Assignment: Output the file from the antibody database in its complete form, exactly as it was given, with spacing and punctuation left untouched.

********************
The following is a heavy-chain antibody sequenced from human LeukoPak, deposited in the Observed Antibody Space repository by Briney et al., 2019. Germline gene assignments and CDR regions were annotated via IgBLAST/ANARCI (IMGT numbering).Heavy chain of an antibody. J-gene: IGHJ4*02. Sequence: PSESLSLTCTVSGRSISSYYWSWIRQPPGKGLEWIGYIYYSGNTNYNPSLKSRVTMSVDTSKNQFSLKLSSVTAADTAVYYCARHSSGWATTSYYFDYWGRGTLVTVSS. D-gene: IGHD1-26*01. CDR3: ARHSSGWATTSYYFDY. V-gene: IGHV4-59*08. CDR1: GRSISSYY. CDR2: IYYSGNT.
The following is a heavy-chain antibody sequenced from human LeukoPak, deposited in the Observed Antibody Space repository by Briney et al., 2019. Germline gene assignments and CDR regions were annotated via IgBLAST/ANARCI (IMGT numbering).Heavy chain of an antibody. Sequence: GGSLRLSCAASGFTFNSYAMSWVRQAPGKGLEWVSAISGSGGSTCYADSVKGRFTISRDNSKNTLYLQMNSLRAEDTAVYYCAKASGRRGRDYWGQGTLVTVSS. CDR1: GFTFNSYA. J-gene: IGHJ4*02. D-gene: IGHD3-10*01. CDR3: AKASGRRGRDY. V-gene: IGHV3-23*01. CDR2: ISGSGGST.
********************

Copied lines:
The following is a heavy-chain antibody sequenced from human LeukoPak, deposited in the Observed Antibody Space repository by Briney et al., 2019. Germline gene assignments and CDR regions were annotated via IgBLAST/ANARCI (IMGT numbering).Heavy chain of an antibody. J-gene: IGHJ4*02. Sequence: PSESLSLTCTVSGRSISSYYWSWIRQPPGKGLEWIGYIYYSGNTNYNPSLKSRVTMSVDTSKNQFSLKLSSVTAADTAVYYCARHSSGWATTSYYFDYWGRGTLVTVSS. D-gene: IGHD1-26*01. CDR3: ARHSSGWATTSYYFDY. V-gene: IGHV4-59*08. CDR1: GRSISSYY. CDR2: IYYSGNT.
The following is a heavy-chain antibody sequenced from human LeukoPak, deposited in the Observed Antibody Space repository by Briney et al., 2019. Germline gene assignments and CDR regions were annotated via IgBLAST/ANARCI (IMGT numbering).Heavy chain of an antibody. Sequence: GGSLRLSCAASGFTFNSYAMSWVRQAPGKGLEWVSAISGSGGSTCYADSVKGRFTISRDNSKNTLYLQMNSLRAEDTAVYYCAKASGRRGRDYWGQGTLVTVSS. CDR1: GFTFNSYA. J-gene: IGHJ4*02. D-gene: IGHD3-10*01. CDR3: AKASGRRGRDY. V-gene: IGHV3-23*01. CDR2: ISGSGGST.